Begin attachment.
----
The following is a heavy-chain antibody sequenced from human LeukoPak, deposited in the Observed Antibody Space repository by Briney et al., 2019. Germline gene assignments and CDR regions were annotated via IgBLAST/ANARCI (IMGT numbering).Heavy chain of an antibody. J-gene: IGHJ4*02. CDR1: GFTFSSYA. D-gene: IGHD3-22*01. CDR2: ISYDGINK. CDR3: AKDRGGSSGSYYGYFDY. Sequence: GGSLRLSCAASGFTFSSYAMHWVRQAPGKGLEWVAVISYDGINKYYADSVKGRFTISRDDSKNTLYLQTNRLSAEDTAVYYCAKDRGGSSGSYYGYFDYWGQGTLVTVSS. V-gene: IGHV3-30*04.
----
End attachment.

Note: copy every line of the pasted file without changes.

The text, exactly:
The following is a heavy-chain antibody sequenced from human LeukoPak, deposited in the Observed Antibody Space repository by Briney et al., 2019. Germline gene assignments and CDR regions were annotated via IgBLAST/ANARCI (IMGT numbering).Heavy chain of an antibody. J-gene: IGHJ4*02. CDR1: GFTFSSYA. D-gene: IGHD3-22*01. CDR2: ISYDGINK. CDR3: AKDRGGSSGSYYGYFDY. Sequence: GGSLRLSCAASGFTFSSYAMHWVRQAPGKGLEWVAVISYDGINKYYADSVKGRFTISRDDSKNTLYLQTNRLSAEDTAVYYCAKDRGGSSGSYYGYFDYWGQGTLVTVSS. V-gene: IGHV3-30*04.